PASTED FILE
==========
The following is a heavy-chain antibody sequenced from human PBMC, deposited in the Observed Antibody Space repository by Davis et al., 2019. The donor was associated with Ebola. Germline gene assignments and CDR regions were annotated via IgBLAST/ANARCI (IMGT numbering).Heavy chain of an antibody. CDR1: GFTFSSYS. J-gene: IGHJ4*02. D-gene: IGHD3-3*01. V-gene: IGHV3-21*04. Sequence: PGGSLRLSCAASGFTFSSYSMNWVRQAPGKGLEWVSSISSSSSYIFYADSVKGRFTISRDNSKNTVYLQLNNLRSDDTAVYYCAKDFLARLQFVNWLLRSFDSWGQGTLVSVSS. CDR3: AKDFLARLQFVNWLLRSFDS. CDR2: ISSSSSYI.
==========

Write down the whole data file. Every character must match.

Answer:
The following is a heavy-chain antibody sequenced from human PBMC, deposited in the Observed Antibody Space repository by Davis et al., 2019. The donor was associated with Ebola. Germline gene assignments and CDR regions were annotated via IgBLAST/ANARCI (IMGT numbering).Heavy chain of an antibody. CDR1: GFTFSSYS. J-gene: IGHJ4*02. D-gene: IGHD3-3*01. V-gene: IGHV3-21*04. Sequence: PGGSLRLSCAASGFTFSSYSMNWVRQAPGKGLEWVSSISSSSSYIFYADSVKGRFTISRDNSKNTVYLQLNNLRSDDTAVYYCAKDFLARLQFVNWLLRSFDSWGQGTLVSVSS. CDR3: AKDFLARLQFVNWLLRSFDS. CDR2: ISSSSSYI.